Alabama battles controversial GOP legislation
Published 9:00 am Thursday, July 13, 2023
Republican legislators have created laws in at least six states — including Georgia — which could lead to high fines or jail time for voter assistance organizations.
A recent Alabama House bill was defeated in the 2023 session that would have restricted absentee voting. Many voting advocacy groups have said the laws promote voter suppression and impact marginalized groups.
“In many cases in rural areas and rural counties, just all over the state of Alabama, Black people are already denied and meet challenges when it comes to access to the ballot,” said Ronald James Jr., Alabama Regional Organizer with Black Voters Matter Fund. “And so this here was another step toward suppressing that vote and making it harder for Alabamians in total to vote, but specifically for Black Alabamians.”
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Alabama House Bill 209, which would have criminalized individuals helping others with absentee ballots, did not pass through the session. Voting advocacy groups said that if it did pass, it would have violated the Voting Rights Act.
“The legal implications of a lawmaker saying, ‘I want to make it a felony for people to help each other vote, which is certainly horrible,” said Mike Nicholson, Alabama Arise policy analyst. “I think it says a lot about the way that some of our lawmakers view voting as maybe not a right but a privilege, which is certainly an ideology that we’ve been struggling with in the last — really, since the Civil Rights Movement.”
Representative Debbie Wood, who co-sponsored the bill, said that the goal was to prevent voter fraud with absentee ballots. She said the absentee voting application could allow individuals to have ballots sent to the wrong address so that people could vote under another voters’ name.
“We’ve had voters that have showed up to the polls to vote and couldn’t vote because there was already an absentee ballot,” Wood said.
However, Nicholson said that there is little evidence to suggest that voter fraud is a big issue in Alabama.
“I think any bill that makes it harder to vote without any evidence that there is a problem of voter fraud,” Nicholson said. “… There’s just no reason to introduce legislation that could severely restrict people’s access to the ballot and scare people away from voting with so little justification.”
Many voting rights groups said that criminalizing the act to the degree of a felony created fear in absentee voters and those helping family or working for voting assistance programs.
“It was the fact that I could get more time now for helping my grandmother or a senior with an absentee ballot than I would have breaking into someone’s house,” James said.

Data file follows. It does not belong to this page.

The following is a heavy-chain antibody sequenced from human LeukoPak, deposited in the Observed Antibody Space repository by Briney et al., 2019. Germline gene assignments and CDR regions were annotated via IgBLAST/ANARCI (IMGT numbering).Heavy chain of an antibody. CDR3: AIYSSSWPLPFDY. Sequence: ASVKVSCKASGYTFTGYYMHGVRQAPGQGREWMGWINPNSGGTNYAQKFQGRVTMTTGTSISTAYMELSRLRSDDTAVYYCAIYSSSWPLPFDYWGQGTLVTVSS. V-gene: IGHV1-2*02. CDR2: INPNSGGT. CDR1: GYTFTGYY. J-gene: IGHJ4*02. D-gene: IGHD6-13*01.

Many organizations have also said the voting bills would suppress marginalized groups and citizens with language barriers. In Chambers County, the population of Black or African American was 40% in the 2020 census count. The population of Asian and Native Hawaiian and other Pacific Islander groups is about 10%, which has more than doubled in the last ten years.
Wood said she believes that the bill did not pass in part because it would impact the way politicians run their campaigns. Wood said that oftentimes during campaigning, she passes out absentee ballots while knocking on doors; this bill would have restricted that.
“I think that the bill did not pass because there are some issues that we found with the bill that we’re trying to address … It did force even legislators to change the way they’ve campaigned all these years,” she said.
However, Wood said the bill will likely be rewritten and reintroduced next session.
Likewise, Nicholson said that the number of rural and older citizen voters who may be impacted by the absentee ballot restriction likely played a role in the bill not passing.
“I definitely think it’s unfortunate that that’s the logic or reasoning we have to use to convince these lawmakers this bill is a bad idea,” Nicholson said.
West Point has been impacted by Georgia lawmakers in a 2019 bill. The bill makes it a misdemeanor to offer a voter any money or gifts at polling places, including passing out water and snack in long lines.
Just south of Alabama, Florida’s legislatures have imposed a $50,000 fine on organizations whose staff have felonies or noncitizens. Voting rights advocates criticized the bill as blocking trust with marginalized voter groups.
Wood said voting bills similar to Georgia’s bill S202 and Florida’s bill, will likely continue to be introduced into Alabama legislature in future sessions.
“It’s not making it harder to vote. I say it’s safer to vote,” Wood said. “You know your vote counts, and you know that your vote is not wiped away by anything illegal. So yes, I think it’s going to continue to happen until we feel like we’ve gotten it right.”
Wood said that she sees HB 209 as having the potential to be a bipartisan bill but that the bill still needs work in order to make sure voters’ voices are heard.
“We have to still find a way to ensure that they feel valuable, the people that are at home, and that they know that we want to ensure that they get their absentee application so they can receive their ballot,” Wood said. “So I think we still have a little bit of work to do.”
James said that the bill is a voting issue that can affect anyone on either side of the aisle.
“This is not a Democrat thing. It’s not a Republican thing because absentee voters are affected on each side of the aisle and letting people know that this is not a party issue,” James said. “This is a voting issue.”